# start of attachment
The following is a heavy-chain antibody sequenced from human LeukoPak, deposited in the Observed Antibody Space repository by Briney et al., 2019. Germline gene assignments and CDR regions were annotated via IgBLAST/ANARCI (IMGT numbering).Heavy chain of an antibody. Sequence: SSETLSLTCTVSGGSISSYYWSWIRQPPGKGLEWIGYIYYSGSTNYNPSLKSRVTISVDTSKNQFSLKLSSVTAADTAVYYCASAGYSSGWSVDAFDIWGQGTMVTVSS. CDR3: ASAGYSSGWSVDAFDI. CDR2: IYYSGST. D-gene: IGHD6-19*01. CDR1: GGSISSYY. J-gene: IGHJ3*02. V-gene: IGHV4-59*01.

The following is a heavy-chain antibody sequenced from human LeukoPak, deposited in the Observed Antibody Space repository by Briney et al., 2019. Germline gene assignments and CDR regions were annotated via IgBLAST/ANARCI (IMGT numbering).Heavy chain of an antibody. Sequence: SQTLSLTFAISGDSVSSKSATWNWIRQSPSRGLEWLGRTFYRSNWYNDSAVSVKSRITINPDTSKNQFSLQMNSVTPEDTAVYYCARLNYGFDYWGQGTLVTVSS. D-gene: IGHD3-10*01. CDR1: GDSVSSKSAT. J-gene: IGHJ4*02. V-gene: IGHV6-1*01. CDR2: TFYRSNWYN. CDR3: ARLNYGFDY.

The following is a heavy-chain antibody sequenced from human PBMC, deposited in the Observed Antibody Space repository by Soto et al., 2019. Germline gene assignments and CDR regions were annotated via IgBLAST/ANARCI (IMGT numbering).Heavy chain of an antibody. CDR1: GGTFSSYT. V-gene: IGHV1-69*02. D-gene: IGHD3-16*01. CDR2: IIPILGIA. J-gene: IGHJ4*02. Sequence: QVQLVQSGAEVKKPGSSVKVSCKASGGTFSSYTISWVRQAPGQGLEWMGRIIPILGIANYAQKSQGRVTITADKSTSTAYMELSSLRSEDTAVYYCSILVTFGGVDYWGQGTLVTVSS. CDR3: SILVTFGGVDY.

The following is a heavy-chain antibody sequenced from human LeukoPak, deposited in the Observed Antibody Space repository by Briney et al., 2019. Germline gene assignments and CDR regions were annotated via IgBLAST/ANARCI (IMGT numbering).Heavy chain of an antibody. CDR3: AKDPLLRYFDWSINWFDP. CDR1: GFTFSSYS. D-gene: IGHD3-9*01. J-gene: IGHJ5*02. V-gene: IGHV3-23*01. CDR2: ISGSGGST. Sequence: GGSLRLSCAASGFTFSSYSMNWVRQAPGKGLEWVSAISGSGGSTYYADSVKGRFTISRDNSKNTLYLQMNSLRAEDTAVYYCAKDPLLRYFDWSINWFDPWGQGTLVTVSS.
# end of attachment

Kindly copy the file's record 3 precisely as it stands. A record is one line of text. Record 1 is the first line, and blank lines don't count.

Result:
The following is a heavy-chain antibody sequenced from human PBMC, deposited in the Observed Antibody Space repository by Soto et al., 2019. Germline gene assignments and CDR regions were annotated via IgBLAST/ANARCI (IMGT numbering).Heavy chain of an antibody. CDR1: GGTFSSYT. V-gene: IGHV1-69*02. D-gene: IGHD3-16*01. CDR2: IIPILGIA. J-gene: IGHJ4*02. Sequence: QVQLVQSGAEVKKPGSSVKVSCKASGGTFSSYTISWVRQAPGQGLEWMGRIIPILGIANYAQKSQGRVTITADKSTSTAYMELSSLRSEDTAVYYCSILVTFGGVDYWGQGTLVTVSS. CDR3: SILVTFGGVDY.